Gloster Javelin FAW.8 (XH992)

Gloster Javelin FAW.8 (XH992)  [@ Newark Air Museum]

A mere 10 complete Javelins now remain in various states of preservation and, unfortunately, none of which will ever fly again.   It was the world’s first twin-jet delta and an extremely radical design for its day.   Developed as a replacement for the night fighter versions of the Meteor, Vampire and Venom, the Gloster GA.5 Javelin prototype flew for the first time on 26th November 1951 and was powered by two Armstrong Siddeley Sapphires.   A serious snag in the shape of rudder buffeting attended the maiden flight and further flight-testing was delayed while modifications were carried out.  Then, on 29th June 1952, the prototype lost both elevators and was destroyed in a crash landing at Boscombe Down.  There were further delays, including the loss of a second prototype, before the Javelin FAW.1 was ordered into ‘super-priority’ production for the RAF.  The first production aircraft flew on 22nd July 1954 and deliveries began to 46 Squadron at RAF Odiham in February 1956.

XH992 was delivered into RAF service on the 5th January 1960 and was the first FAW.8 to enter service with the RAF when XH992 joined 85 Squadron.  Later on transferred to 27 MU before being used at RAF Cosford as an instructional airframe on the 21st February 1964.  Unfortunately XH992 lacks engines and so arrived at Newark by road in 1981.  In the photograph XH992 is displayed in the colours of 85 Squadron.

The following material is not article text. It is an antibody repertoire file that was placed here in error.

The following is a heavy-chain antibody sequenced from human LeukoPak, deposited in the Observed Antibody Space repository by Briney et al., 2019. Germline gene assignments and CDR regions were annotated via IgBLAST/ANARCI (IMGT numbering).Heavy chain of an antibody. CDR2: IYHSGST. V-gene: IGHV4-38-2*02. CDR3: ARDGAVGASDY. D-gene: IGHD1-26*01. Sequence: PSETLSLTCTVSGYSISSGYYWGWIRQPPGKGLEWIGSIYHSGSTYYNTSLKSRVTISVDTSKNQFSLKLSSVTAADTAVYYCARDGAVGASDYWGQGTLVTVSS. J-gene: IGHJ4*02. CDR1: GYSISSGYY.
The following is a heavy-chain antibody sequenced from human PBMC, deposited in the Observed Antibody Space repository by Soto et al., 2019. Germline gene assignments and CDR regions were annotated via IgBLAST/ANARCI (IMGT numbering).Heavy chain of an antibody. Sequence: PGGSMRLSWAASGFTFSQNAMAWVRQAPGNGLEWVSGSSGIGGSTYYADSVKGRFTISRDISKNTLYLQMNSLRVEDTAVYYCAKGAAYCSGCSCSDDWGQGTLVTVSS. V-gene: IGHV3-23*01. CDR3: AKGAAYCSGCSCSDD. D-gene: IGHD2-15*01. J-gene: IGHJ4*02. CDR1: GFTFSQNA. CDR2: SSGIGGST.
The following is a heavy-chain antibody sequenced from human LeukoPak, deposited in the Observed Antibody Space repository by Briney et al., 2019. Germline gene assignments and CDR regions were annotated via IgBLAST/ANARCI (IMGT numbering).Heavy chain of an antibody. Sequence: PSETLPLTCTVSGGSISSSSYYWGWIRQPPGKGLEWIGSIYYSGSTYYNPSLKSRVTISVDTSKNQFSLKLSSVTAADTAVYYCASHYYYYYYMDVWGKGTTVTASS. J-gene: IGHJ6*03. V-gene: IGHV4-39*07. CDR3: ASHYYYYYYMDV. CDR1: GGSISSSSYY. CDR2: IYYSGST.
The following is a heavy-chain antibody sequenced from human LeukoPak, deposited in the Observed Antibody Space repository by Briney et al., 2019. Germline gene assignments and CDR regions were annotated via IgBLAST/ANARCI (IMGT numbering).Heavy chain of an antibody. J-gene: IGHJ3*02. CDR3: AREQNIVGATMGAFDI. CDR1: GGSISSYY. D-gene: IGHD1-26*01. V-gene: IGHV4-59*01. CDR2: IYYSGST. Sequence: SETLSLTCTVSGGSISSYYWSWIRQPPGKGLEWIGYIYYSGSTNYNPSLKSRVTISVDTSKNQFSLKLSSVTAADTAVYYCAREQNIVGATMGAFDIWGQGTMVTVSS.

Gloster Javelin FAW.7/FAW.9 (XH897)

Gloster Javelin FAW.7/FAW.9 (XH897)  [@ RAF Duxford]

The Javelin FAW.2 differed from the FAW.1 only in its use of the American-designed AI22 (APQ43) radar, while the FAW.4, featured an all-moving tailplane.  Several further variants of the Javelin were produced, featuring either aerodynamic refinements or different avionics; the last production model was the FAW.8, the final aircraft being completed in June 1960, but a number of Javelin FAW.7s were brought up to FAW.8 standard (although with British AI radar) and designated FAW.9.  The T.3 was a trainer version.

Built as an FAW.7 XH897 was delivered for service on the 30th December 1958.  Later converted to an FAW.9 XH987 and became the last Javelin to fly on the 24th January 1975 when it landed at RAF Duxford to join the museum.  XH897 was originally delivered to 25 Squadron at RAF Waterbeach in 1959 but later on XH897 served with 33 and 5 Squadron until becoming a test aircraft at A&AEE, Boscombe Down.  Used for various purposes, mostly chase and calibration duties whereby the aircraft would fly alongside newer types so their airspeed indicators could be accurately calibrated against a known target.  In this way XH897 helped out on the Shorts SC.9, Concorde and MRCA (Tornado) projects. In the photograph XH897 is displayed in its colours while at Boscombe Down.

Gloster Javelin FAW.5 (XA699) Gloster Javelin FAW.5 (XA699)

Gloster Javelin FAW.5 (XA699)  [@ Midland Air Museum]

Constructed at the Armstrong Whitworth plant at Baginton, Coventry, XA699 was delivered for RAF service on the 18th April 1957.  Originally allocated in May 1957 to 151 Squadron based at RAF Leuchars, XA699 on the  30th November 1961 flown out to Germany to strengthen 5 Squadron based at RAF Laarbruch.  Employed as an all-weather night fighter about half of its flying hours in Germany were logged as night flights.  On the 24th May 1962 XA699 was flown back to Britain to 27MU at RAF Shawbury, Shropshire, where both engines were replaced.  The final flight was on the 13th November 1962, after which XA699 was dismantled for transportation and moved initially to RAF Locking and then to RAF Cosford for use as an instructional airframe.  XA699 was acquired by the Midland Air Museum in 1983 and in the photograph is displayed in the markings of 5 Squadron (Germany 1961/62).